Eviant has included a surprising detailed menu. There are five sections you can diddle around with — Picture, where you can select the AV input or regular TV mode, plus choose between Personal, Dynamic, Standard, and Soft image presets, and fine-tune contrast, brightness, and color.

The Audio menu is where you can adjust balance, plus select the preferred language when more than one audio track is available. The Clock menu lets you set the OSD duration in 15-second increments, plus toggle to your time zone and switch Daylight Savings Time on and off.

The Tools menu is where you can set the OSD transparency (on or off), color temperature (Warm, Normal, Cool), and the picture Zoom mode for when 4:3 content is displayed on the screen. The default (factory) setting for this control is Wide, but you can switch everything (including HD broadcasts) to 4:3. Or, you can just select Auto, and let the T7 provide the correct screen size, based on the video format being transmitted.

The last menu, Channel, is where you’ll scan for ATSC and NTSC channels. Believe it or not, the T7 will also scan for and receive NTSC and QAM digital cable channels (handy for when there’s a cable TV feed near your campsite, I guess?). The NTSC support means you’ll still be able to pick up local community TV stations, which converter boxes won’t receive.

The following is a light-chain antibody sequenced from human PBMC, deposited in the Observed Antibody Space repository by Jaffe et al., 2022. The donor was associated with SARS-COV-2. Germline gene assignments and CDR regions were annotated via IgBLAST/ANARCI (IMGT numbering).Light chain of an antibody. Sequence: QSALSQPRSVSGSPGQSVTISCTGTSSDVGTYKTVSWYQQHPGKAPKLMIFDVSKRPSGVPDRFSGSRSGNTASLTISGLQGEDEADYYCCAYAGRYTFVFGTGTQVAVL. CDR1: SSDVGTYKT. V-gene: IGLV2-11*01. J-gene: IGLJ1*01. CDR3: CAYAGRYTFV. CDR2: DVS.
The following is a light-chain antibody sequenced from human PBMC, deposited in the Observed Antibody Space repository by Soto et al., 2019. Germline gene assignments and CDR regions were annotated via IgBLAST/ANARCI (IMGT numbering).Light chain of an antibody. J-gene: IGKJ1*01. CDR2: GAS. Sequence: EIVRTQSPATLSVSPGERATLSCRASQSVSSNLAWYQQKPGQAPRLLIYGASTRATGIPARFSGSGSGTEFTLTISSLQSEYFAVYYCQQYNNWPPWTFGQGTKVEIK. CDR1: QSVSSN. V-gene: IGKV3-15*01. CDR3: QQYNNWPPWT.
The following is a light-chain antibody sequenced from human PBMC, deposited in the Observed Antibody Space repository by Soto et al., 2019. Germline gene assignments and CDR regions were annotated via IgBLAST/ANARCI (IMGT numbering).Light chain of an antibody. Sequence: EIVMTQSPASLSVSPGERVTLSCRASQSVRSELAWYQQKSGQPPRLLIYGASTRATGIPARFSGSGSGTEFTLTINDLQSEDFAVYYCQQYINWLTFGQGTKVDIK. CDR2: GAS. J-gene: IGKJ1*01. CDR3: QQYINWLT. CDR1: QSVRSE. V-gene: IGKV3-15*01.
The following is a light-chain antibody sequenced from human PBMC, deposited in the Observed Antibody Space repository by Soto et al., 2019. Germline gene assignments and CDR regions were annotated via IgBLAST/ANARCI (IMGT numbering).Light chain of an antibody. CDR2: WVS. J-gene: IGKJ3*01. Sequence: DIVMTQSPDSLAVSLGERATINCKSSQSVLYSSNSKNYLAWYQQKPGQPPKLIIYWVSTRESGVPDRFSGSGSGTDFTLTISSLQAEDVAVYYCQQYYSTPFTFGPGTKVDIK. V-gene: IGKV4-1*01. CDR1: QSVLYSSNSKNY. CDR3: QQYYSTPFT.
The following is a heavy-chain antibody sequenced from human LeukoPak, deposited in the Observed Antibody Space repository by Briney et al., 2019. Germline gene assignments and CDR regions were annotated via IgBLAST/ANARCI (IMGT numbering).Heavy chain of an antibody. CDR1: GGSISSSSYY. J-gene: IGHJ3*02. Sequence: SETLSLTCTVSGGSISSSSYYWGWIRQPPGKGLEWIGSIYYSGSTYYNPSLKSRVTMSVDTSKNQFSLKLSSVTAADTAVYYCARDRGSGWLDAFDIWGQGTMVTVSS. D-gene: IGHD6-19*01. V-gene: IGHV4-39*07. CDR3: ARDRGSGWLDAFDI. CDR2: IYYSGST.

You can initiate a general channel scan in this menu, and also an overlay scan to pick up any channels you may have missed the first time around. This secondary scan is also handy if you rotate antennas or travel, and don’t want to lose digital TV channels you captured previously.

PERFORMANCE

I first tested the T7 by connecting it to my attic antenna system, which feeds my home office. It takes a while to scan — about two and a half minutes to saunter through channels 2 through 69 — but once done, works as well as any PC-based digital TV tuner I’ve tested. As you step through channels, you’ll see a blue display in the upper right corner of the screen showing you each station’s virtual channel number and call sign.

One thing you won’t see on the T7 is PSIP. For whatever reason (and it may be that cost is the reason), there is no way to display electronic program guide information on the T7. It will, of course, display closed captions. But the only way you’ll know what you’re watching is to change the channel up and down to get the virtual channel display to appear briefly onscreen again.

The next step was to connect the T7 to my rooftop antenna via a splitter, with the other leg feeding a Zenith DTT901 DTV converter box. My goal here was to see how the two compared in terms of sensitivity and ability to handle multipath.